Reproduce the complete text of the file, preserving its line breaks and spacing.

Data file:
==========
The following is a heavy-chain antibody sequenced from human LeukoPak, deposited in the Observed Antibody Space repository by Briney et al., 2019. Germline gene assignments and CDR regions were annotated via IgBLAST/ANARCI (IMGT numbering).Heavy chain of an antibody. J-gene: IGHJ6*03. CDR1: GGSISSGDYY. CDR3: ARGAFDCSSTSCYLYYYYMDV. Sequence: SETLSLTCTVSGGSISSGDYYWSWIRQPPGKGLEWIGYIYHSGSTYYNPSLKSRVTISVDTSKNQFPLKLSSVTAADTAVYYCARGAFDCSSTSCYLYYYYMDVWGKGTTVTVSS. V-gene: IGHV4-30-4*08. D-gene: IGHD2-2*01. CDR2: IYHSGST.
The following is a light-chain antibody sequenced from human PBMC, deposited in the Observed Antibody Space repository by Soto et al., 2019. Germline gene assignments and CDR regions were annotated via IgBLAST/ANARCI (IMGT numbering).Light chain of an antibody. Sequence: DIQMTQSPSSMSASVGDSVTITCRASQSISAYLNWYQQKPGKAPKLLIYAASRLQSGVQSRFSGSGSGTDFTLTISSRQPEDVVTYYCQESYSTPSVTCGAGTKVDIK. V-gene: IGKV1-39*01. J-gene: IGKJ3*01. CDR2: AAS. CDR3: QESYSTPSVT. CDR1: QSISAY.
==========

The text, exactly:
The following is a heavy-chain antibody sequenced from human LeukoPak, deposited in the Observed Antibody Space repository by Briney et al., 2019. Germline gene assignments and CDR regions were annotated via IgBLAST/ANARCI (IMGT numbering).Heavy chain of an antibody. J-gene: IGHJ6*03. CDR1: GGSISSGDYY. CDR3: ARGAFDCSSTSCYLYYYYMDV. Sequence: SETLSLTCTVSGGSISSGDYYWSWIRQPPGKGLEWIGYIYHSGSTYYNPSLKSRVTISVDTSKNQFPLKLSSVTAADTAVYYCARGAFDCSSTSCYLYYYYMDVWGKGTTVTVSS. V-gene: IGHV4-30-4*08. D-gene: IGHD2-2*01. CDR2: IYHSGST.
The following is a light-chain antibody sequenced from human PBMC, deposited in the Observed Antibody Space repository by Soto et al., 2019. Germline gene assignments and CDR regions were annotated via IgBLAST/ANARCI (IMGT numbering).Light chain of an antibody. Sequence: DIQMTQSPSSMSASVGDSVTITCRASQSISAYLNWYQQKPGKAPKLLIYAASRLQSGVQSRFSGSGSGTDFTLTISSRQPEDVVTYYCQESYSTPSVTCGAGTKVDIK. V-gene: IGKV1-39*01. J-gene: IGKJ3*01. CDR2: AAS. CDR3: QESYSTPSVT. CDR1: QSISAY.